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Revolutionary Channel 5 TV station — the channel of “honest news”
Broadcasts of only one station, Channel 5, among all the television stations of Ukraine, were unbiased and “honest” before and during the Orange Revolution. Channel 5 news- and talk shows reflected the real state of things and actual processes that were taking place in Ukraine rather than the official line imposed on the media by the then government and president. No wonder, it was Channel 5 TV station that was watched by millions of Ukrainians eager to learn the truth. It was Channel 5 broadcasts that played on the giant screens installed at Maydan Nezalezhnosti, the central square of Kyiv and centre of the massive protest rallies.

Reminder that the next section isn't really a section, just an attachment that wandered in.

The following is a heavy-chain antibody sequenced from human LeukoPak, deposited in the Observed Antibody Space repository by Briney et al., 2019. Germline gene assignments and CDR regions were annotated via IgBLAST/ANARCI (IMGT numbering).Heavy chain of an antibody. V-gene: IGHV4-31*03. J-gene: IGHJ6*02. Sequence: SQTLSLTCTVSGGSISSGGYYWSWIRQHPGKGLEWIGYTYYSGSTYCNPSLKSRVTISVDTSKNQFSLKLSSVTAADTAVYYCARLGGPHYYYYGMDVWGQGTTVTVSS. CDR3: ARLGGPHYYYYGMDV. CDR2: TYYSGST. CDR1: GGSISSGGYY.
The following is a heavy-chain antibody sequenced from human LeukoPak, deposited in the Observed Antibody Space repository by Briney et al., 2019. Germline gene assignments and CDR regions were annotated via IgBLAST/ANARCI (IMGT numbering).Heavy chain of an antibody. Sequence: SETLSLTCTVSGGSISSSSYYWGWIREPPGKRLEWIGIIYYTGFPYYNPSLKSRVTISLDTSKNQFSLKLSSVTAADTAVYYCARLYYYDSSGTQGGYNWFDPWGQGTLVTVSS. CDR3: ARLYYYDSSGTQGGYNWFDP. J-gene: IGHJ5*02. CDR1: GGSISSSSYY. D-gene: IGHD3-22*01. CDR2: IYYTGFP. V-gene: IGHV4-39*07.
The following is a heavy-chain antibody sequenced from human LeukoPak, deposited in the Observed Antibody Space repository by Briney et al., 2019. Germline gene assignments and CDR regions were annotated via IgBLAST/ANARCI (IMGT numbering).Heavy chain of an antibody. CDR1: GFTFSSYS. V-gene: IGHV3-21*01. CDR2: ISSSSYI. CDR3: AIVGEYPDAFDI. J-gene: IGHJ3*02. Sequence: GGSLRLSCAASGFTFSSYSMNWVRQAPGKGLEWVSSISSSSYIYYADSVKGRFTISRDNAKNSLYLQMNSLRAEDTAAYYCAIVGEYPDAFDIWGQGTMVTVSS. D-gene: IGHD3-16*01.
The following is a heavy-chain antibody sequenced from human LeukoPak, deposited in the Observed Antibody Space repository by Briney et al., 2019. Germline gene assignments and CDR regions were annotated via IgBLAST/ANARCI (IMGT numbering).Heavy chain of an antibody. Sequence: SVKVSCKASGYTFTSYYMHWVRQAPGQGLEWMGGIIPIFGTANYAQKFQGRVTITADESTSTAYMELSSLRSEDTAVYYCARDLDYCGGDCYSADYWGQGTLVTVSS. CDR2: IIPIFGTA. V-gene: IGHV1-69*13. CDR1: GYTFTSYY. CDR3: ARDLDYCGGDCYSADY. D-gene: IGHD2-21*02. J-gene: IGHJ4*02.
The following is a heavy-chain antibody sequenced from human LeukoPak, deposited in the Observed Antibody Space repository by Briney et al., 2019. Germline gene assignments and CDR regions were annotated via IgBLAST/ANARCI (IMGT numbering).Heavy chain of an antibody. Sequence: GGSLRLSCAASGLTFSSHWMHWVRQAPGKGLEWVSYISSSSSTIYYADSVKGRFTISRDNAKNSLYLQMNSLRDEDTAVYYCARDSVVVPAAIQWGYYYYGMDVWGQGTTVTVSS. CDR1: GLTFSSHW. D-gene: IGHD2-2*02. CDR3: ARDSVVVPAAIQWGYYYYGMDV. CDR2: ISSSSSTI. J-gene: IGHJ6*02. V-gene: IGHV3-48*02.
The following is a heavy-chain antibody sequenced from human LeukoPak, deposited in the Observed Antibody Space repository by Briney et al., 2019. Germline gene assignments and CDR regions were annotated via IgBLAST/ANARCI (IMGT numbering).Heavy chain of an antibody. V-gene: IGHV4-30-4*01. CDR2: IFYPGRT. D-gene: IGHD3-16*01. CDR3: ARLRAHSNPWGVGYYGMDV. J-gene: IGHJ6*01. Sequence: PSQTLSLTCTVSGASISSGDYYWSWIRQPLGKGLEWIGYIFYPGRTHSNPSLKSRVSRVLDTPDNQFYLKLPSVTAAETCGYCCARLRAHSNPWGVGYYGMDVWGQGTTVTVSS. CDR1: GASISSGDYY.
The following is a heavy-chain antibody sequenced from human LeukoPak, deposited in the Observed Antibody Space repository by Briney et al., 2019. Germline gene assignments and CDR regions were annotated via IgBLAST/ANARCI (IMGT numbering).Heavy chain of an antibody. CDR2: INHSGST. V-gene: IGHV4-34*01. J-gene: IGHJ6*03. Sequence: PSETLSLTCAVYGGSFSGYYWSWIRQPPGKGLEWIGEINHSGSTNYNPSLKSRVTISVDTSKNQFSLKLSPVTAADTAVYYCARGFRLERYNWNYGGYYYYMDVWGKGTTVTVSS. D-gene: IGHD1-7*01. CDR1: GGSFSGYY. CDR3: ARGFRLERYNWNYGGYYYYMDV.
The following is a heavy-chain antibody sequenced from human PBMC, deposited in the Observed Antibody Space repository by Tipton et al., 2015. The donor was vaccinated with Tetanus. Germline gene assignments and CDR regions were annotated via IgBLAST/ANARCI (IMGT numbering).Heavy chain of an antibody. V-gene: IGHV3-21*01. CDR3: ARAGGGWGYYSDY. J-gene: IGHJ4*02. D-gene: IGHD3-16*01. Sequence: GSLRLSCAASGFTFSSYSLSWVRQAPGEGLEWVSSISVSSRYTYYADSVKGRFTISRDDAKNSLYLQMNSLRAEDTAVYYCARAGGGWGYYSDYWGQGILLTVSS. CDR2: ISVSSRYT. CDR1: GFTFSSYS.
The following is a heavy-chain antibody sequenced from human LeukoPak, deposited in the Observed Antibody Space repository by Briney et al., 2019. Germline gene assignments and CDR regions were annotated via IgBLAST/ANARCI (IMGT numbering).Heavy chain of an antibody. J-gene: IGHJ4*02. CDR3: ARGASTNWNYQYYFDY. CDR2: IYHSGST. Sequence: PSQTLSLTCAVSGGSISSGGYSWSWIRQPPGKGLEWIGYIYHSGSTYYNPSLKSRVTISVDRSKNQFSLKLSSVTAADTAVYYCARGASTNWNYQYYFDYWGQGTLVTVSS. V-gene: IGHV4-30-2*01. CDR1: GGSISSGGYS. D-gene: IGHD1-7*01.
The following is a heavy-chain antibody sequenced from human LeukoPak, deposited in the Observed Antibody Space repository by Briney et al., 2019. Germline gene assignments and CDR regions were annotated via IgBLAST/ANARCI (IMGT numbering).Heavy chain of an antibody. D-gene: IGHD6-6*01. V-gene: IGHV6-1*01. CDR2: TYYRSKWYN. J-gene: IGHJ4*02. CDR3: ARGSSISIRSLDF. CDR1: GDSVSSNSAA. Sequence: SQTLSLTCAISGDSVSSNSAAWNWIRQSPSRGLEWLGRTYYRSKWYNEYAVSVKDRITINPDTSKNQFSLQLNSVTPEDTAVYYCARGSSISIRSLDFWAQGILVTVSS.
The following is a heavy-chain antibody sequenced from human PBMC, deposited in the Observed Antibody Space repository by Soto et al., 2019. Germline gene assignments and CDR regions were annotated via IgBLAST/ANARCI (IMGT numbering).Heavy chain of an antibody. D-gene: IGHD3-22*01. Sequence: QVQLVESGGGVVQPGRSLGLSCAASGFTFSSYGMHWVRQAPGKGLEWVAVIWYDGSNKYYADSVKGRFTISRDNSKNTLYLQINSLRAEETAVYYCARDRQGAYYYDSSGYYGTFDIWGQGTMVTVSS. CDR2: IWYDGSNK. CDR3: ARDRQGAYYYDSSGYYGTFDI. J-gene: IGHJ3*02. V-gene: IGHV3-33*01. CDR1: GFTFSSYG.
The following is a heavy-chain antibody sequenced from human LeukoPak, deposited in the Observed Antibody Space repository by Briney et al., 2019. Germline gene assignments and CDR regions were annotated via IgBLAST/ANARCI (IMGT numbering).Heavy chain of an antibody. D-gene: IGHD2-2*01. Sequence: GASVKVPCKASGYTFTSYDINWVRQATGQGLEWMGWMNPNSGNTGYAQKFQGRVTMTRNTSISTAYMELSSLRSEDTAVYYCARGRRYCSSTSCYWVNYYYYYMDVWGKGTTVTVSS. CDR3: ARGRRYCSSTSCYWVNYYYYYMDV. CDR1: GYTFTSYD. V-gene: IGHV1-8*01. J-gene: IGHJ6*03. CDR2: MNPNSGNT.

Ivan Adamchuk, Channel 5 director general, was interviewed exclusively for Welcome to Ukraine Magazine by Myroslava BARCHUK, a journalist.
When was Channel 5 founded? And what were the founding principles?
Channel 5 is one of the “youngest” television stations in Ukraine — it was unveiled officially on September 1 2003. Our precursor in the technical sense was the NBM TV station, and thus we did not have to start from scratch. In other words, we are young but with mature moustache, as they say.